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Charlie Munger has a direct message for the whiners worried about the “hardships.” Here are the stocks that keep Warren Buffett’s right-hand man happy in tough times


‘Things were a lot harder’: Charlie Munger has a direct message for the whiners worried about the ‘hardships’. Here are the stocks that keep Warren Buffett’s right-hand man happy in tough times

It may be a new year, but not everyone is excited about what 2023 may bring. Stocks are down, economic growth appears to be slowing, and inflation remains rampant.

But Warren Buffett’s right-hand man, Charlie Munger, suggests that we should actually be more content with our current situation.

“People are less happy about the state of things than they were when things were much more difficult,” Munger said earlier this year.

“It’s strange for someone my age because I was in the middle of the Great Depression when the hardships were incredible.”

Best known as vice chairman of Berkshire Hathaway and a longtime business partner of Buffett’s, Munger also serves as chairman of the Daily Journal, a newspaper publisher with a substantial stock portfolio of its own.

So if you’re hoping some of Munger’s blunt realism rubs off on you this year, why not borrow some of his investment suggestions, too? If these three stocks can make a 98-year-old investing veteran happy, maybe they’ll work for you, too.

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Bank of America

The Daily Journal owned 2.3 million shares of Bank of America (NYSE: BAC ) at the end of September, worth approximately $69.46 million at that time. Taking up 42.49% of the portfolio, this makes the bank the largest publicly traded holding in Munger’s firm.

With economic turmoil forecast for next year, this is a reasonable holding for Munger. While many sectors are afraid rising interest rates, the banks are looking forward to them. That’s because banks lend money at higher rates than they borrow, then pocket the difference.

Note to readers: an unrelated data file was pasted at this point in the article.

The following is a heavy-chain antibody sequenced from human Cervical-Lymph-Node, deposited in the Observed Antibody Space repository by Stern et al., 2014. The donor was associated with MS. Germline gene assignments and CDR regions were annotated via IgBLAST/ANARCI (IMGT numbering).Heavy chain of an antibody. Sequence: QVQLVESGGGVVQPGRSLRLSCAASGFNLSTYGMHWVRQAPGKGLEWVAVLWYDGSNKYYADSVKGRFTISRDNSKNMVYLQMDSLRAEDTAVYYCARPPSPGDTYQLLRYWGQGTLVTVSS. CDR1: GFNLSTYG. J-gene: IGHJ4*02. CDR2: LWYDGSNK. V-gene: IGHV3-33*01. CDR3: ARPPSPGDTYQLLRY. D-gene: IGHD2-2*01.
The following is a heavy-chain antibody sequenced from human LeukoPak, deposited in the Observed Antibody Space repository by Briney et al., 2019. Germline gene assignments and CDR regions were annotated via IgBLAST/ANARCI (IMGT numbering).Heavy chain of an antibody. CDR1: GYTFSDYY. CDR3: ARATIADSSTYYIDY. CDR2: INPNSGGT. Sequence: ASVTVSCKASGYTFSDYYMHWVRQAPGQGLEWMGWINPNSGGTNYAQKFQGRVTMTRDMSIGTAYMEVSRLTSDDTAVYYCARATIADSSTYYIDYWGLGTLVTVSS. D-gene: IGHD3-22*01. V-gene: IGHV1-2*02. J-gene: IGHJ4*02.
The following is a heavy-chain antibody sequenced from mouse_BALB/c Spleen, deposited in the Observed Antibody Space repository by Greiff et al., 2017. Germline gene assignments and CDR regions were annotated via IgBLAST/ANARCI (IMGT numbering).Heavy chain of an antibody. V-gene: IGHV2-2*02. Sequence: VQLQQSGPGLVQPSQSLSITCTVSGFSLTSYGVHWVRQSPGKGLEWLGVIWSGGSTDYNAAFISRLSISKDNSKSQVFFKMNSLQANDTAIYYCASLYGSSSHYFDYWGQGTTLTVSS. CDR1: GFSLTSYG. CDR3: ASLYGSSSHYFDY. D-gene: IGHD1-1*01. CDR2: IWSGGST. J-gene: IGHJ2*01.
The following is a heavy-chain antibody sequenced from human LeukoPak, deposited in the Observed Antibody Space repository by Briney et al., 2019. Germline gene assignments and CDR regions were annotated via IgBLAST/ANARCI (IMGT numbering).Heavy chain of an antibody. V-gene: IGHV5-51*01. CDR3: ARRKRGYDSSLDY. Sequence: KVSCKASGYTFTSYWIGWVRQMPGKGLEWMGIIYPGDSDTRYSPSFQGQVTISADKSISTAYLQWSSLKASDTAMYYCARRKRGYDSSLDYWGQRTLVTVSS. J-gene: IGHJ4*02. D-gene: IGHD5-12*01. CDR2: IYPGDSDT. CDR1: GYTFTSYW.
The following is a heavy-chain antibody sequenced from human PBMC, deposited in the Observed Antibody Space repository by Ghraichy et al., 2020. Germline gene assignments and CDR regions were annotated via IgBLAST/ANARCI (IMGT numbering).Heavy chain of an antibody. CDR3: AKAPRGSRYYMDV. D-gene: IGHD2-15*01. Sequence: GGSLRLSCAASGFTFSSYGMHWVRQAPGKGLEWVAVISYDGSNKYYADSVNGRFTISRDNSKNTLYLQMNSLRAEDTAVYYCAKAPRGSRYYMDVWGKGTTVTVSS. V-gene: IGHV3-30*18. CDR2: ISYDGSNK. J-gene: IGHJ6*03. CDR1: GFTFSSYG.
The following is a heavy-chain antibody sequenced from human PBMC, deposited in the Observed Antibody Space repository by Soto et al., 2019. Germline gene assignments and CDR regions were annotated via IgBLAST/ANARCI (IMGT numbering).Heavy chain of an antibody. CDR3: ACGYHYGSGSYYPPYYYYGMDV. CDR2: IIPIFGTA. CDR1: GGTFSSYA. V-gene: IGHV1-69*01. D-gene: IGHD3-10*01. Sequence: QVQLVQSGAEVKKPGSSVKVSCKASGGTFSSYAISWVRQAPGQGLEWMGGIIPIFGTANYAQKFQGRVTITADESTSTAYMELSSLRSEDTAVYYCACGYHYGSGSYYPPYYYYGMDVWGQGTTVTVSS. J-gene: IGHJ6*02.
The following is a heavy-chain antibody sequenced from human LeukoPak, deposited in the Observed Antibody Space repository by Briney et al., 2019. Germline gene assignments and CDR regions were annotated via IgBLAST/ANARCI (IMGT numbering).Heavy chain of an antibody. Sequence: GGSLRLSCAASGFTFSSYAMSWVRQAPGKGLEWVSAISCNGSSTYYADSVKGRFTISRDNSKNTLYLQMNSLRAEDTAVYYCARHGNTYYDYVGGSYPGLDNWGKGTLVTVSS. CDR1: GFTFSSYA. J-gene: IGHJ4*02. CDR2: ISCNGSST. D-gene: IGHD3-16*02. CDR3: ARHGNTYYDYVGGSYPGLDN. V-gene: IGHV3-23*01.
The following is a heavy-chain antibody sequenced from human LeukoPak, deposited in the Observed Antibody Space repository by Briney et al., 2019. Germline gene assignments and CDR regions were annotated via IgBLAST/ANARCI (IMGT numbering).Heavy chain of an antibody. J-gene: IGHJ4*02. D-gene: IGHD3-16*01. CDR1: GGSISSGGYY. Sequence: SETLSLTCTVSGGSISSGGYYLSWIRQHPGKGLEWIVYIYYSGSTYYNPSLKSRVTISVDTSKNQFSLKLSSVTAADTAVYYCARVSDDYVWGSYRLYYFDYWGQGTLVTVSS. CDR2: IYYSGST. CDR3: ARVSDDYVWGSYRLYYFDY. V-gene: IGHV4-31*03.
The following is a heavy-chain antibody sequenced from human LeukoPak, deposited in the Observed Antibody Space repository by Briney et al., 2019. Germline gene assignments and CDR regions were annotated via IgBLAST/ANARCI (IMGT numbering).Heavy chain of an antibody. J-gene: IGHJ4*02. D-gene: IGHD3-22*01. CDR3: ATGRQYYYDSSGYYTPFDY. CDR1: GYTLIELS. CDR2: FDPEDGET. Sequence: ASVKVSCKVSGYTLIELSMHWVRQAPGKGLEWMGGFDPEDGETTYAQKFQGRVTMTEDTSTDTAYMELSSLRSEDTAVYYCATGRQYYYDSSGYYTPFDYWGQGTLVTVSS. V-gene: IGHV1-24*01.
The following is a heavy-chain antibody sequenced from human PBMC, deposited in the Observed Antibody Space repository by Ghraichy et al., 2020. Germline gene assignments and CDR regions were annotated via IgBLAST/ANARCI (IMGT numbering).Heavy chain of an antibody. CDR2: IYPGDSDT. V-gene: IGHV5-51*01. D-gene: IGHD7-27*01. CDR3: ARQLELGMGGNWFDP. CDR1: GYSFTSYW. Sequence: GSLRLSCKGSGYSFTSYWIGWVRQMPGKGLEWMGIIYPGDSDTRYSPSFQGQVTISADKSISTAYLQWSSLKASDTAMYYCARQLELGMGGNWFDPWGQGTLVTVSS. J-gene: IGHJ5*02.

When interest rates increase, the bank’s profit spread widens.

And so it is that Bank of America has steadily increased its payout to shareholders.

In July, Bank of America raised its quarterly dividend by 5% to 22 cents per share — and that follows the company’s dividend increase of 17% in July 2021.

At the current share price, the bank offers an annual yield of 2.7%.

Buffett likes the companyas Bank of America happens to be the second largest holding in Berkshire Hathaway.

Wells Fargo

With roughly $1.9 trillion in assets, Wells Fargo ( NYSE:WFC ) is another heavyweight in the U.S. financial services industry. It serves one in three US households and more than 10% of the country’s small businesses.

The Daily Journal owned 1.59 million shares of Wells Fargo as of Sept. 30, making the bank its second-largest public holding with a 39.16% weighting.

According to the company’s latest earnings report, Wells Fargo generated $19.5 billion in revenue in Q3, a 4% year-over-year increase. Earnings came in at 85 cents per share for the quarter, down from $1.17 per share at the same time a year earlier.

Read more: 4 easy alternatives to grow your hard earned money without the volatile stock market

While the economy faces uncertainty going forward, management remains optimistic.

“Wells Fargo is well positioned as we continue to benefit from higher rates and continued disciplined cost management,” Wells Fargo CEO Charlie Scharf said in a statement.

“Both consumer and business customers remain in strong financial condition, and we continue to see historically low delinquencies and high levels of payments across our portfolios.”

Wells Fargo has a quarterly dividend of 30 cents per share, which translates to an annualized yield of 2.9%.

Alibaba Group

Chinese tech stocks have not been the darlings of the market lately. E-commerce giant Alibaba Group, for example, is down 26% in 2022 and has plunged more than 60% in the past two years.

But the Daily Journal kept the company as its third-largest holding. As of Sept. 30, she owned 300,000 shares of Alibaba, a stake valued at $24.0 million at the time.

And the decline in Alibaba shares may give opposite investors something to think about.

In Q3, the Chinese tech company increased its revenue by 3% year-over-year to $29.1 billion.

Management noted that the company achieved this top growth despite “the impact on consumer demand from the resurgence of COVID-19 in China, as well as the slowdown in cross-border trade due to rising logistics costs and foreign currency volatility.”

Although Alibaba doesn’t pay dividends, it still returns money to shareholders through its own share buyback program.

As of Nov. 16, the company has repurchased approximately $18 billion of its own shares under its existing $25 billion share repurchase program.

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This article provides information only and should not be construed as advice. Provided without any warranty.


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